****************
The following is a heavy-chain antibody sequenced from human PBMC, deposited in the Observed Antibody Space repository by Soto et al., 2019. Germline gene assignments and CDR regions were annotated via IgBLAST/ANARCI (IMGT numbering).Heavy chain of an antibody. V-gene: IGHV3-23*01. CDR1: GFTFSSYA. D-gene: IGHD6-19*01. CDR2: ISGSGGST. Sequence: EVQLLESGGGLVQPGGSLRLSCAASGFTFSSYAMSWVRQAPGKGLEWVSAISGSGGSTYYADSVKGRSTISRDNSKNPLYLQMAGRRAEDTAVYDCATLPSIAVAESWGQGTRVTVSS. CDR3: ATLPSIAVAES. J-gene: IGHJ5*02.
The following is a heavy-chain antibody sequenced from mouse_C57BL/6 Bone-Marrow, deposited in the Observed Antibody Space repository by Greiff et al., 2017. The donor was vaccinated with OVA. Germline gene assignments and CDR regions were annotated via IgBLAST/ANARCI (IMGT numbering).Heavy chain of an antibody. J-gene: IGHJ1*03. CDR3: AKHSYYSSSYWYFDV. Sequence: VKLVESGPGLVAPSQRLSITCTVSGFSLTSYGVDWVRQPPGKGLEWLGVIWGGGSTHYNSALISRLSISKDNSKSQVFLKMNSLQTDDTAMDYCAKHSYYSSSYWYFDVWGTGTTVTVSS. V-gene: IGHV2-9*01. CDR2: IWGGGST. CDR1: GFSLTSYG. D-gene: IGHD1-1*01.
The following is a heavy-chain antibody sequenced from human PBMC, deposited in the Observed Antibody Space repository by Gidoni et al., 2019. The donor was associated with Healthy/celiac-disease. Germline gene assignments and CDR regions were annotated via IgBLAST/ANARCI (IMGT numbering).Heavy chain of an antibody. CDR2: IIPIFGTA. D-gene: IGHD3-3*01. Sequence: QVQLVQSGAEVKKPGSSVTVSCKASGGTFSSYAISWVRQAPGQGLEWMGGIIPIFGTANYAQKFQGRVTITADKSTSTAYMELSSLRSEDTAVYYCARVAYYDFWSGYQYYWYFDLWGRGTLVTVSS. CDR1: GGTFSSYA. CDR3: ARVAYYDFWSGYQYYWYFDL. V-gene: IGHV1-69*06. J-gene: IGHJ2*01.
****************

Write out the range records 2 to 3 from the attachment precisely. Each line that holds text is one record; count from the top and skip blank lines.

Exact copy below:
The following is a heavy-chain antibody sequenced from mouse_C57BL/6 Bone-Marrow, deposited in the Observed Antibody Space repository by Greiff et al., 2017. The donor was vaccinated with OVA. Germline gene assignments and CDR regions were annotated via IgBLAST/ANARCI (IMGT numbering).Heavy chain of an antibody. J-gene: IGHJ1*03. CDR3: AKHSYYSSSYWYFDV. Sequence: VKLVESGPGLVAPSQRLSITCTVSGFSLTSYGVDWVRQPPGKGLEWLGVIWGGGSTHYNSALISRLSISKDNSKSQVFLKMNSLQTDDTAMDYCAKHSYYSSSYWYFDVWGTGTTVTVSS. V-gene: IGHV2-9*01. CDR2: IWGGGST. CDR1: GFSLTSYG. D-gene: IGHD1-1*01.
The following is a heavy-chain antibody sequenced from human PBMC, deposited in the Observed Antibody Space repository by Gidoni et al., 2019. The donor was associated with Healthy/celiac-disease. Germline gene assignments and CDR regions were annotated via IgBLAST/ANARCI (IMGT numbering).Heavy chain of an antibody. CDR2: IIPIFGTA. D-gene: IGHD3-3*01. Sequence: QVQLVQSGAEVKKPGSSVTVSCKASGGTFSSYAISWVRQAPGQGLEWMGGIIPIFGTANYAQKFQGRVTITADKSTSTAYMELSSLRSEDTAVYYCARVAYYDFWSGYQYYWYFDLWGRGTLVTVSS. CDR1: GGTFSSYA. CDR3: ARVAYYDFWSGYQYYWYFDL. V-gene: IGHV1-69*06. J-gene: IGHJ2*01.